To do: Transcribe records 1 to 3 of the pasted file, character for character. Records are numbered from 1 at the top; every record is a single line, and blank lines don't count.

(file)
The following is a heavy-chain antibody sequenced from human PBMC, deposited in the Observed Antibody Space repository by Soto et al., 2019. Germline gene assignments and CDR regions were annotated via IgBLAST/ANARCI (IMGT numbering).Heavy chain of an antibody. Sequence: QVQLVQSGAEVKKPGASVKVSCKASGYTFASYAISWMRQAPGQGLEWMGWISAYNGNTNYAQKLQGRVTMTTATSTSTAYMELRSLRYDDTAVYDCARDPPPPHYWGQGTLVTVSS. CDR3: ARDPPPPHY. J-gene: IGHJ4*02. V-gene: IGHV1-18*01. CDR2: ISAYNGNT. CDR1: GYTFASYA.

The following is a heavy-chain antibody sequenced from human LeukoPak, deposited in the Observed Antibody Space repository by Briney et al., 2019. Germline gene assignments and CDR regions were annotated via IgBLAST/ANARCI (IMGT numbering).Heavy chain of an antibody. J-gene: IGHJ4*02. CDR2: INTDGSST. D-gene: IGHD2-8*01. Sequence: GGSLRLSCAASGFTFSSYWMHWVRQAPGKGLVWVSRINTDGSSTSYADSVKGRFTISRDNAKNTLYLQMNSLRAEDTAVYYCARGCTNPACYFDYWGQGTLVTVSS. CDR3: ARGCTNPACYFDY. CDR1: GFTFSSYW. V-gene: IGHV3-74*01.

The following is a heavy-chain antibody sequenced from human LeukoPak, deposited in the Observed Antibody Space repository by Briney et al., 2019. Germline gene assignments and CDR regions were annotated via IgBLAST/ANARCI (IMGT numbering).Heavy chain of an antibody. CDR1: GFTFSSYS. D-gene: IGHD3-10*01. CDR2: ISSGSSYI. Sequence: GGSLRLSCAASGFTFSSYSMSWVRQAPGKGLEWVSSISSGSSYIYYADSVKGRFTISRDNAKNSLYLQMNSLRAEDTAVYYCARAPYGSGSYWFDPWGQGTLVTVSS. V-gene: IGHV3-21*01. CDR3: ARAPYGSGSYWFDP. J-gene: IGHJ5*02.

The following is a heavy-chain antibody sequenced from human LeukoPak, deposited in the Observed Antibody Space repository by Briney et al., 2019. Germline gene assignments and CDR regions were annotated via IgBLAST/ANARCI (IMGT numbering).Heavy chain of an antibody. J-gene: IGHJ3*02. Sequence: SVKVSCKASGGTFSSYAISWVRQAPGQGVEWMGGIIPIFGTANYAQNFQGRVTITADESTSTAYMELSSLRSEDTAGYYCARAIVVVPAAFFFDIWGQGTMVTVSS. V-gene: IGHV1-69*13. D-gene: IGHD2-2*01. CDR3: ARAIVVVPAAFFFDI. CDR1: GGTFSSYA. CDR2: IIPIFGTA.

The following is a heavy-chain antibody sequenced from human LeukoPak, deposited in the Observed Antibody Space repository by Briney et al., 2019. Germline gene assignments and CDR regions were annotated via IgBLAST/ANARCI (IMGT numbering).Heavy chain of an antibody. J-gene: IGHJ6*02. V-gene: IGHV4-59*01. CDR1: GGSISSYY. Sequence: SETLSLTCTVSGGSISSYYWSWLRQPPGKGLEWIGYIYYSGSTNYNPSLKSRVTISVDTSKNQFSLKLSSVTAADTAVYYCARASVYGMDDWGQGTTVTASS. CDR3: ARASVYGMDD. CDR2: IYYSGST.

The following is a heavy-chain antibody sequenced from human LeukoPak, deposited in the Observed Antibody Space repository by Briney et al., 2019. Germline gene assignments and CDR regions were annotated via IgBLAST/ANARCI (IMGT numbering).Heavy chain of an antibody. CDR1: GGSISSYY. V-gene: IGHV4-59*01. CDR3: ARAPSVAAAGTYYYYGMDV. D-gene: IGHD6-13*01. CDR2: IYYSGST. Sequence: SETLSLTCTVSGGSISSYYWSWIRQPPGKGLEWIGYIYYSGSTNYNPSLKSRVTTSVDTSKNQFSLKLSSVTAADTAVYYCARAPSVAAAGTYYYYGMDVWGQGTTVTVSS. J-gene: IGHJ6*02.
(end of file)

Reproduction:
The following is a heavy-chain antibody sequenced from human PBMC, deposited in the Observed Antibody Space repository by Soto et al., 2019. Germline gene assignments and CDR regions were annotated via IgBLAST/ANARCI (IMGT numbering).Heavy chain of an antibody. Sequence: QVQLVQSGAEVKKPGASVKVSCKASGYTFASYAISWMRQAPGQGLEWMGWISAYNGNTNYAQKLQGRVTMTTATSTSTAYMELRSLRYDDTAVYDCARDPPPPHYWGQGTLVTVSS. CDR3: ARDPPPPHY. J-gene: IGHJ4*02. V-gene: IGHV1-18*01. CDR2: ISAYNGNT. CDR1: GYTFASYA.

The following is a heavy-chain antibody sequenced from human LeukoPak, deposited in the Observed Antibody Space repository by Briney et al., 2019. Germline gene assignments and CDR regions were annotated via IgBLAST/ANARCI (IMGT numbering).Heavy chain of an antibody. J-gene: IGHJ4*02. CDR2: INTDGSST. D-gene: IGHD2-8*01. Sequence: GGSLRLSCAASGFTFSSYWMHWVRQAPGKGLVWVSRINTDGSSTSYADSVKGRFTISRDNAKNTLYLQMNSLRAEDTAVYYCARGCTNPACYFDYWGQGTLVTVSS. CDR3: ARGCTNPACYFDY. CDR1: GFTFSSYW. V-gene: IGHV3-74*01.

The following is a heavy-chain antibody sequenced from human LeukoPak, deposited in the Observed Antibody Space repository by Briney et al., 2019. Germline gene assignments and CDR regions were annotated via IgBLAST/ANARCI (IMGT numbering).Heavy chain of an antibody. CDR1: GFTFSSYS. D-gene: IGHD3-10*01. CDR2: ISSGSSYI. Sequence: GGSLRLSCAASGFTFSSYSMSWVRQAPGKGLEWVSSISSGSSYIYYADSVKGRFTISRDNAKNSLYLQMNSLRAEDTAVYYCARAPYGSGSYWFDPWGQGTLVTVSS. V-gene: IGHV3-21*01. CDR3: ARAPYGSGSYWFDP. J-gene: IGHJ5*02.